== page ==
Everyone has different levels of risk that they are willing to take in their everyday lives. Let’s face it, some people enjoy taking risks, while others are just as happy keeping life relatively risk-free.
We all know that exercise might help us live longer while smoking may cut our lives short. However, it’s hard to change our current behaviour according to future consequences, when they are so far into the future. The concept of the microlife, invented by renowned Cambridge University professor David Spiegelhalter, provides a way to bring the results of our habits into the present.
Wondering what a microlife is? Well it turns out once we reach adulthood, we live about 60 more years which makes it roughly a million half hours. Keep in mind that one half hour is equal to one microlife. The activities that we participate in whether it’s base jumping, exercising or drinking, add or take away half-hours from our lifespan.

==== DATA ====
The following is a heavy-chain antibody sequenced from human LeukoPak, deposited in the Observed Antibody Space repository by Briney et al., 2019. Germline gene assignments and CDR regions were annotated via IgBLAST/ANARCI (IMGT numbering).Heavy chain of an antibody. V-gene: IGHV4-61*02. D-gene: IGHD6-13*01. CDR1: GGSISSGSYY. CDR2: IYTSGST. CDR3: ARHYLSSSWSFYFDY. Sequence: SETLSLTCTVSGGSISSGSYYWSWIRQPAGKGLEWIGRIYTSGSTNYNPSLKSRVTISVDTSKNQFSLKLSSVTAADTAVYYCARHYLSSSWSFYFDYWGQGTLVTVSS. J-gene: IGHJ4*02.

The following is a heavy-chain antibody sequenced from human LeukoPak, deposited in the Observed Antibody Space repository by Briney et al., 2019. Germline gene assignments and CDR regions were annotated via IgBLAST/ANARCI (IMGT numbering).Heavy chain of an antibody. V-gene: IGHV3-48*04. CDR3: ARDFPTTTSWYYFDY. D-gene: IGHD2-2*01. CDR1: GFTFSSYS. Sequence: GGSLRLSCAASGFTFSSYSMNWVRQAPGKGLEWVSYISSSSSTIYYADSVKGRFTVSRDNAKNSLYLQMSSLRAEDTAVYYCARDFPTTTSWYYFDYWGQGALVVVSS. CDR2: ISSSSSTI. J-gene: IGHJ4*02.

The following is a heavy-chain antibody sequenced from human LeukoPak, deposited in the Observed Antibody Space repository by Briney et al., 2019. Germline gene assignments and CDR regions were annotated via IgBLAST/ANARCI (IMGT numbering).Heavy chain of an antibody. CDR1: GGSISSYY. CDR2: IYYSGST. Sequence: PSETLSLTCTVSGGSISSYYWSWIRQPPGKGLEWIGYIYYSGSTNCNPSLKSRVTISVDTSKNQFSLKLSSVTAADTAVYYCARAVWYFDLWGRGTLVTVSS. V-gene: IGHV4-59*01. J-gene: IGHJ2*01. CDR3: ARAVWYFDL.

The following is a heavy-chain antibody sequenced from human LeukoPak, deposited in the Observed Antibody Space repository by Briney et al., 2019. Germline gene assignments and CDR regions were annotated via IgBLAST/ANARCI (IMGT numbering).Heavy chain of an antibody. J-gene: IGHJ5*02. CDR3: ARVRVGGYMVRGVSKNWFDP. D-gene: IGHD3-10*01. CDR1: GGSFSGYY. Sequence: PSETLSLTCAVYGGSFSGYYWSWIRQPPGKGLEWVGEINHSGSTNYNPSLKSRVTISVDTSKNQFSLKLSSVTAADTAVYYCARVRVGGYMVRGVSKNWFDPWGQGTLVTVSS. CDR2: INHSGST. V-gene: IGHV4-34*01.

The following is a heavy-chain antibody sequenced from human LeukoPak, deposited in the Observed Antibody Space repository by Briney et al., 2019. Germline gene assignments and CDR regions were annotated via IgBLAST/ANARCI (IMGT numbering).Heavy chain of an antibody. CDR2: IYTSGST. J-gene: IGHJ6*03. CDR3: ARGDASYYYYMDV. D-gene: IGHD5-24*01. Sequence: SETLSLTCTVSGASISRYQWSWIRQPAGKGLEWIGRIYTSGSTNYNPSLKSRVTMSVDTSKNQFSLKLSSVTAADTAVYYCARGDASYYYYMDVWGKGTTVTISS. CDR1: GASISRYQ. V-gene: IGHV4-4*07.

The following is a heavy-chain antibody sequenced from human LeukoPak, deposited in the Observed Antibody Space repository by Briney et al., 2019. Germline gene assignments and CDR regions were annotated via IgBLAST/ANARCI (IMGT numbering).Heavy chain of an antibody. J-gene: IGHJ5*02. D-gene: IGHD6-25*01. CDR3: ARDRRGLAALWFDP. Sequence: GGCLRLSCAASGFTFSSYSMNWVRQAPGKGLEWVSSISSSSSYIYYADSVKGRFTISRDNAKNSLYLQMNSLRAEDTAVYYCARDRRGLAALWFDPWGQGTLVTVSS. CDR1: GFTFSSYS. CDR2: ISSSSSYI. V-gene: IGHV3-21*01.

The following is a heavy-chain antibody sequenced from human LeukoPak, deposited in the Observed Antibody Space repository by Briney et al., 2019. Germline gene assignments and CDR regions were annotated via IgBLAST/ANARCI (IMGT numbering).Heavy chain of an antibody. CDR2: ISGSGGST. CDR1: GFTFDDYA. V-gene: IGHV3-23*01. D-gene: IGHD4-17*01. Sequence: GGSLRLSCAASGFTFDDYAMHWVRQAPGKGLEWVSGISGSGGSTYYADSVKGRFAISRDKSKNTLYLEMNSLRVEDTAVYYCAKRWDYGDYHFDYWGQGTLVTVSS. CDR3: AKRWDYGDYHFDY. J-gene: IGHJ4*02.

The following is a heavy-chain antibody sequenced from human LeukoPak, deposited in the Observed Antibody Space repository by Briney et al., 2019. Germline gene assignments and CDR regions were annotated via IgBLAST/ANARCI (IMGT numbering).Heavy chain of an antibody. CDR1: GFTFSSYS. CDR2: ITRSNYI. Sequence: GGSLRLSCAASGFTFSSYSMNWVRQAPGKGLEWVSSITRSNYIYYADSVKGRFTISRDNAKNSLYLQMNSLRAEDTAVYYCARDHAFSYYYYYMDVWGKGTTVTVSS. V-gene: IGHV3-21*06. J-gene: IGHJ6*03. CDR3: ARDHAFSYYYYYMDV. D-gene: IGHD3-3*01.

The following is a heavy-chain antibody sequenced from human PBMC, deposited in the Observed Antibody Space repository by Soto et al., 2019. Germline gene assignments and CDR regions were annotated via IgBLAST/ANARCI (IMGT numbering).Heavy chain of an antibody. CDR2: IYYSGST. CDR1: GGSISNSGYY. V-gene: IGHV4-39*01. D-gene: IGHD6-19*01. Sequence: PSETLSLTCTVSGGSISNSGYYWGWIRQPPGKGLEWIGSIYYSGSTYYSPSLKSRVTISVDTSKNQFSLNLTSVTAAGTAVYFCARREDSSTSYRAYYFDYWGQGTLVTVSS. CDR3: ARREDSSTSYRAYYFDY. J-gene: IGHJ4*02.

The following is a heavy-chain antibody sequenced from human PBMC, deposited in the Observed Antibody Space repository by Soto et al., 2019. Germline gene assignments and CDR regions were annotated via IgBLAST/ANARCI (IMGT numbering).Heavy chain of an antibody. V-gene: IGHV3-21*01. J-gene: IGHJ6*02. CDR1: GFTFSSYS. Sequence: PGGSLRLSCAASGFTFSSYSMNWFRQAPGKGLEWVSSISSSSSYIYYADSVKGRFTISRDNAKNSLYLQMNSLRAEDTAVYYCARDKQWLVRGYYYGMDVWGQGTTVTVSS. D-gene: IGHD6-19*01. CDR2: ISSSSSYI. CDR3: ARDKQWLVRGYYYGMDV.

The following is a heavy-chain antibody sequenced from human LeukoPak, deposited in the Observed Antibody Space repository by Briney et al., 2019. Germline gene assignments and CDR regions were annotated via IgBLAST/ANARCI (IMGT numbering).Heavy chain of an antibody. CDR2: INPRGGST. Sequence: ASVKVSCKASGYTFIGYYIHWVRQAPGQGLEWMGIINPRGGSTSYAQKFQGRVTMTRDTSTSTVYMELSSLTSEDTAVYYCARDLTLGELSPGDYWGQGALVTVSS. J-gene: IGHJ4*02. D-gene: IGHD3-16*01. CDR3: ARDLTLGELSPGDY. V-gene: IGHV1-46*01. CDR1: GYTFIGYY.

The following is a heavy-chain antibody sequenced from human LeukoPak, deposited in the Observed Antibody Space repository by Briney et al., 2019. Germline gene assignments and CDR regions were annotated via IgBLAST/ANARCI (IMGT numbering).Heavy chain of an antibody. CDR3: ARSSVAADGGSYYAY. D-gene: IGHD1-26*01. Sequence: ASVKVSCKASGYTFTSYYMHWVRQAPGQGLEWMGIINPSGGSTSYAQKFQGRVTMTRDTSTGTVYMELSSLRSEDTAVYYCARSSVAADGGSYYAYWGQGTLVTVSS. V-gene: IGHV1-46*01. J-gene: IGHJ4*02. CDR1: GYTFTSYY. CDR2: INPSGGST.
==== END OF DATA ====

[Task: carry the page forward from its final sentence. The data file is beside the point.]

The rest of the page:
Let’s put this into perspective. Jogging can add one microlife to your lifespan while smoking a cigarette can subtract half a microlife. Canoeing on a weekly basis can add 10 half hours of life. You get the idea.
So how do you know if the risk is worth the adrenaline rush? The answer changes from person to person. The big players have a higher appetite for risks and it can end up bad, if the risks aren’t calculated correctly.
Completely avoiding serious injury or fatality when participating in extreme sports, isn't statistically possible. However, it is possible to lower your chances of harm by better understanding how the activity that you're involved in, adds or subtracts microlives to your life. You can learn more about microlives by watching the video!